Sunday, 28 November 2010

Jews Teach Christians About Jesus



A Jewish Hebrew scholar, a self-described “former Pharisee,” is providing Christians with some startling new revelations about their faith.

Nehemia Gordon, a Semitic-language expert and one of the Dead Sea Scrolls translators, is currently in the United States, lecturing in churches and Christian Bible studies on the person he calls “the real Yeshua,” Jesus’ actual Hebrew name, which means “salvation.”

He is the author of “The Hebrew Yeshua vs. the Greek Jesus,” a book and DVD teaching series that is causing a sensation among the Christians all over the world who are rediscovering the Hebrew roots of their faith, recognizing that Jesus was, indeed, a very Torah-observant Jew, not a Gentile who came to do away with the law.

Some of Gordon’s most important discoveries came in his translation of what he believes to be the original Hebrew text of the Gospel of Matthew.

The King James translation of Matthew 23:2-4 has befuddled Christians for hundreds of years. While Jesus indicted the Pharisees, calling them “vipers” and worse, He seems to suggest doing what they say to do in this verse: “Saying the scribes and the Pharisees sit in Moses’ seat: All therefore whatsoever they bid you observe, that observe and do; but do not ye after their works: for they say, and do not. For they bind heavy burdens and grievous to be borne, and lay them on men’s shoulders; but they themselves will not move them with one of their fingers.”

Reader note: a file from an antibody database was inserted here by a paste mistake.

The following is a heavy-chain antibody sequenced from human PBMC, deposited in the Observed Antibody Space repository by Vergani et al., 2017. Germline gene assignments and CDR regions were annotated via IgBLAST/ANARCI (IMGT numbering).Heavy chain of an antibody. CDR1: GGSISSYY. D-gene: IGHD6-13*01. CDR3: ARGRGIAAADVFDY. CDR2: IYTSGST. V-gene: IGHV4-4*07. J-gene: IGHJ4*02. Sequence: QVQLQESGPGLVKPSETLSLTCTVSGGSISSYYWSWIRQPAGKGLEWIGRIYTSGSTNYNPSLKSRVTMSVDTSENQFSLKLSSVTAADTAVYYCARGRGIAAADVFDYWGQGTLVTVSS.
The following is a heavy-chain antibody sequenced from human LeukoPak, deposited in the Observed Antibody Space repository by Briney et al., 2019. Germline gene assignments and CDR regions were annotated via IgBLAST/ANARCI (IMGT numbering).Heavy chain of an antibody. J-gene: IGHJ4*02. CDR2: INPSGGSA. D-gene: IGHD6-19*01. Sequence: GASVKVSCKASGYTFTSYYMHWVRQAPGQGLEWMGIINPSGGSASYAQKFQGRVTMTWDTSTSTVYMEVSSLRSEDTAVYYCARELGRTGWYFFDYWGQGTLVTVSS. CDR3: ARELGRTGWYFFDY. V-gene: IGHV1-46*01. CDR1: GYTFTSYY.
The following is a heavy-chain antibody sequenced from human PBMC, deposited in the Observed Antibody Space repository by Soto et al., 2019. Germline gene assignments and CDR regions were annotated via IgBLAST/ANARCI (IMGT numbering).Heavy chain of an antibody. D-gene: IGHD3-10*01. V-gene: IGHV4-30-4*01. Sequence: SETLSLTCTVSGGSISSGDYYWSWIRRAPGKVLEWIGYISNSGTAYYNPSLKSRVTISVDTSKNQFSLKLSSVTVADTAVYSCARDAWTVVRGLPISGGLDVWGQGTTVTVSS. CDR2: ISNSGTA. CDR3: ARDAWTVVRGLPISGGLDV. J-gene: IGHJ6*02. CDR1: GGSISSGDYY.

But, according to Gordon’s translation of the recently discovered Hebrew text of Matthew, there is a slight, but important, mistranslation of the verse – probably a result of an original error in the Greek. Some scholars believe Matthew originally wrote his gospel in Hebrew.

What it actually says, according to Gordon, is for followers to do what Moses says, not the Pharisees. When the Pharisees would sit in Moses’ seat, they would read from the first five books of the Bible – the words of Moses. Jesus, or Yeshua, was telling His disciples to heed the scriptural text and disregard the man-made teachings of the Pharisees, explains Gordon.

Gordon’s research reveals that the more “modern” Greek text of Matthew, from which the Western world’s versions were translated, depicts “another Jesus” from the Yeshua portrayed in the ancient Hebrew version of Matthew. Gordon explains the life-and-death conflict Yeshua had with the Pharisees as they schemed to grab the reins of Judaism in the first century, and brings that conflict into perspective for both Jew and Christian alike.

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